In the first month after traumatic events, it’s very common for young children to have bad memories and to avoid things that remind them of the event (e.g. places, people, etc.). Children can also become anxious (e.g. about being separated from the parents), be nervous, or have problems concentrating.
Such reactions are perfectly normal in the first few weeks and are no cause for concern.
If you’re concerned about your child’s well-being and if you don’t know if to consult a mental health care professional is advisable, fill out the Trauma-Check (not before at least 5 days have passed since the traumatic event). By filling out a few questions, the Trauma-Check screens whether professional help is recommended.
In case your child shows specific symptoms, you get tips on how to help your child to cope with them.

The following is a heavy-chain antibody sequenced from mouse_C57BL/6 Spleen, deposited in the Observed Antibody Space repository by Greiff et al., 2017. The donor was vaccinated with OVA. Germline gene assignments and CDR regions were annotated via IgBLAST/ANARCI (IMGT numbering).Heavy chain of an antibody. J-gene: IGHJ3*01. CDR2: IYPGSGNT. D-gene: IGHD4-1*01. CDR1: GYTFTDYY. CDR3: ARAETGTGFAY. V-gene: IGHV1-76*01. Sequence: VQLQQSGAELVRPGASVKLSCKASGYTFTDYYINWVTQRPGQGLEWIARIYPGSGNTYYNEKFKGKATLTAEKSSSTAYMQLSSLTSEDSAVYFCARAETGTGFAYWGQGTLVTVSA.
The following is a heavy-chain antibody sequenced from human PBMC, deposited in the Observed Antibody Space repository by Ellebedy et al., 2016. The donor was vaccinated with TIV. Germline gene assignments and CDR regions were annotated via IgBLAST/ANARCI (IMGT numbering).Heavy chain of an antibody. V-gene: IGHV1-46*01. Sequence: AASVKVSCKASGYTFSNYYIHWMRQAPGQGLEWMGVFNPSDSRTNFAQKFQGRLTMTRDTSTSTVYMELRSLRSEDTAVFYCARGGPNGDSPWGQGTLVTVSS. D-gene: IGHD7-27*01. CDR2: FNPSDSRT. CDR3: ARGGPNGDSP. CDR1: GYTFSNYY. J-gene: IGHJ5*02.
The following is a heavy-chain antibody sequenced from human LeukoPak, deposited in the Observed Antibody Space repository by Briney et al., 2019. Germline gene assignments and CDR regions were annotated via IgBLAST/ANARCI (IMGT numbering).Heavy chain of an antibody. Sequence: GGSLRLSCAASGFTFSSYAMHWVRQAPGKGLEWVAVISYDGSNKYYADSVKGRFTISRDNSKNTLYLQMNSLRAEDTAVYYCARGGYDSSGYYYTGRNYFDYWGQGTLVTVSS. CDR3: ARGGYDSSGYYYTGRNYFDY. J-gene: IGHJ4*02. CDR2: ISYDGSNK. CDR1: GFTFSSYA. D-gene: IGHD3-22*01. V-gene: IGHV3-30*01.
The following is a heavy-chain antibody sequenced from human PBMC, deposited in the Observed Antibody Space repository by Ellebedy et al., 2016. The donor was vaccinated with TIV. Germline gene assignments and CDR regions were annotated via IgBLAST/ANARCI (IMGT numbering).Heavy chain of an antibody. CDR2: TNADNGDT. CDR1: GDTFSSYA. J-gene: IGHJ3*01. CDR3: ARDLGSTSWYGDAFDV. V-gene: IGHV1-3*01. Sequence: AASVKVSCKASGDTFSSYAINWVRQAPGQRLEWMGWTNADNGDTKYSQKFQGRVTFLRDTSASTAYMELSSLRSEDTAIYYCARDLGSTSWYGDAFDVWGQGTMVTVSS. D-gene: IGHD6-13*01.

Information and Tips
Every child reacts differently after being exposed to traumatic events. Common symptoms after a traumatic event fall into five categories: Bad memories/nightmares, Anxiety, Nervousness, Feelings of depersonalization/derealization, and Other symptoms. In addition, traumatic events occurred to children and adolescents can cause feelings of guilt in their parents.
Find out more about these symptoms and how you can support your child to cope with them by clicking the corresponding buttons.
If you are concerned as a parent or if the Trauma-Check resulted in a recommendation to seek professional advice, you can use the KidTrauma function Specialist Contacts (website or mobile-app) to search for mental health care experts in the field of child and adolescent psychotraumatolgy in your area.
Here you can download helpful brochures and find links to further information.